• It’s amazing how far Highlands University has come along in the last couple of years. If you question whether that’s the case, look no farther than Highlands’ effort to take over the struggling College of Santa Fe.

    Last week, Highlands and the Santa Fe school signed a letter of intent giving the university a 120-day window to buy the college. Highlands needs the approval of several agencies, but it looks as if  the purchase will happen.

  • Regarding your thumbs up last week: I agree — Less [sic] Montoya should be a great help.

    Perhaps, now we can find the money missing from the city’s safes. An outside source usually works better, as Les owes no allegiance to anyone at the city.

    I look forward to Les’ investigation into restoring citizens’ monies back into city coffers.

    Everyone in town should support Les’ efforts to find the culprits who took our hard-earned city revenues, and probably used those revenues for their own business interests.

    Emilio Aragon

  • Regarding the Jan. 15 report, another killed by train, how long will it take until some authority gets [guts] to take the initiative, no matter what department is responsible, to eliminate this tragedy from ever occurring again? Step up to the plate.    

    There is no more time to waste trying to identify funding. Make it happen now.

    We buried another victim this week — let this be the last.

    Many friends and family members will be in immediate ability to help those authorities with any help and support they need, just call.

  • In response to the Dec. 24 editorial column “Christmas In Jail” and in regard to the procedural pariah of “speedy trail,” I am appalled at the amazement.

  • UP thumb ... PRESIDENT OBAMA. Not since Franklin Roosevelt replaced Herbert Hoover has this nation seen such a dramatic change in presidential leadership. The differences between George W. Bush and Barack Obama are tremendous — and the change comes not a moment too soon.

    From his executive order to close Guantanamo Bay to his economic stimulus package, Obama is an immediate breathe of fresh air. The nation is in for a tough year, and we’re glad he’s at the helm.

  • I have read an editorial and another individual discuss problems with changes to Grand Avenue, Seventh Street traffic control, New Mexico Street traffic and the Interstate 25 corridor comments. I thought I was one of the few that have noticed what exists along I-25. If I was a tourist and traveling along that corridor, I may not have any interest in stopping in Las Vegas unless I needed gas. The Chamber of Commerce and the City Council should be shown a video of what you see on both sides of I-25 and that should be incorporated into a comprehensive plan about traffic control and tourism.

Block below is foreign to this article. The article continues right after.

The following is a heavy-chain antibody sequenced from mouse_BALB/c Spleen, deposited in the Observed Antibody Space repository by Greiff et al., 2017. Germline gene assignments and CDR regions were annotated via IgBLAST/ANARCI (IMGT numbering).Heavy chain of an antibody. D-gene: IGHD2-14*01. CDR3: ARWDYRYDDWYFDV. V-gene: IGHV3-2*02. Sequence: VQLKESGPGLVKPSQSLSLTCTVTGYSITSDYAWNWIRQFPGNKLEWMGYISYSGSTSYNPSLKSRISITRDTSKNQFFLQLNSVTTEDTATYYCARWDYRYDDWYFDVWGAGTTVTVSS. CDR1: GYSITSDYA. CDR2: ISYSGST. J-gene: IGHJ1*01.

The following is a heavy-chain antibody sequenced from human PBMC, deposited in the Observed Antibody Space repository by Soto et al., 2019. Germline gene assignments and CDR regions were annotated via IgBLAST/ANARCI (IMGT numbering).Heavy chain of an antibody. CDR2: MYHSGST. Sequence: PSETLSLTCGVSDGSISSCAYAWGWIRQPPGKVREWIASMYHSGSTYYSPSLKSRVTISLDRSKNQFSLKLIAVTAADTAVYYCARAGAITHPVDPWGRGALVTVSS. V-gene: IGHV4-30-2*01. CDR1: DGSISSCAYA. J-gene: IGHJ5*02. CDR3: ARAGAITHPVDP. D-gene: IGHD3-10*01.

• SANTA FE — New Mexicans got a big taste of high politics yesterday as President Barack Obama delivered his inaugural address followed by Gov. Bill Richardson’s State of the State address.

    Obama’s speech was a bit more upbeat, which inaugural addresses need to be. Richardson had to be more cautious. After six years of burgeoning revenues, this was his first experience with a sharply declining state income.

  • The headline for the sports pages of Feb. 2 has already been written: Cardinals Defeat Steelers; Arizona Breaks 61-Year Drought.

    Well, the headline is written, at least for a slew of area folks who predict an Arizona victory. Why? The key reasons are “They deserve it” and “They’re closer.”

    Super Bowl XLIII is scheduled for Sunday, Feb. 1, in Tampa, Fla.

  • Thank you for sharing the partnership information about the West Las Vegas High School Website Design Class, NMDOH, Mora and Guadalupe County Health Councils with Mr. Don Pace.

    The article Mr. Pace wrote gave the community a clear picture of the students’ ability and willingness to provide services to the two health councils by creating their websites. Your efforts in expressing the interest in this partnership were greatly appreciated.

  • Today, reality sets in. Washington D.C. in no longer a celebratory center, it’s back to being the nation’s political hub — beginning with executive orders that will undoubtedly stir the fires of discontent among the new president’s loyal opposition.